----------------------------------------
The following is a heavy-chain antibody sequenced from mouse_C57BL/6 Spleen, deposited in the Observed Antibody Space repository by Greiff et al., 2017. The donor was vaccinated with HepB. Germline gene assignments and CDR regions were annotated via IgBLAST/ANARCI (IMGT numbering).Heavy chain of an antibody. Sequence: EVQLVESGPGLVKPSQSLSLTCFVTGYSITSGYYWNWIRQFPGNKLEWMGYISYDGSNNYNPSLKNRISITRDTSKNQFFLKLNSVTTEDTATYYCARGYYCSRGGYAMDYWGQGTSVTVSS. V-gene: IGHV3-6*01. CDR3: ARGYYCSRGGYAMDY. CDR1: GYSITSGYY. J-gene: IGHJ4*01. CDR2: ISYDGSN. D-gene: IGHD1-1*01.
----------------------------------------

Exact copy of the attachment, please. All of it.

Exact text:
The following is a heavy-chain antibody sequenced from mouse_C57BL/6 Spleen, deposited in the Observed Antibody Space repository by Greiff et al., 2017. The donor was vaccinated with HepB. Germline gene assignments and CDR regions were annotated via IgBLAST/ANARCI (IMGT numbering).Heavy chain of an antibody. Sequence: EVQLVESGPGLVKPSQSLSLTCFVTGYSITSGYYWNWIRQFPGNKLEWMGYISYDGSNNYNPSLKNRISITRDTSKNQFFLKLNSVTTEDTATYYCARGYYCSRGGYAMDYWGQGTSVTVSS. V-gene: IGHV3-6*01. CDR3: ARGYYCSRGGYAMDY. CDR1: GYSITSGYY. J-gene: IGHJ4*01. CDR2: ISYDGSN. D-gene: IGHD1-1*01.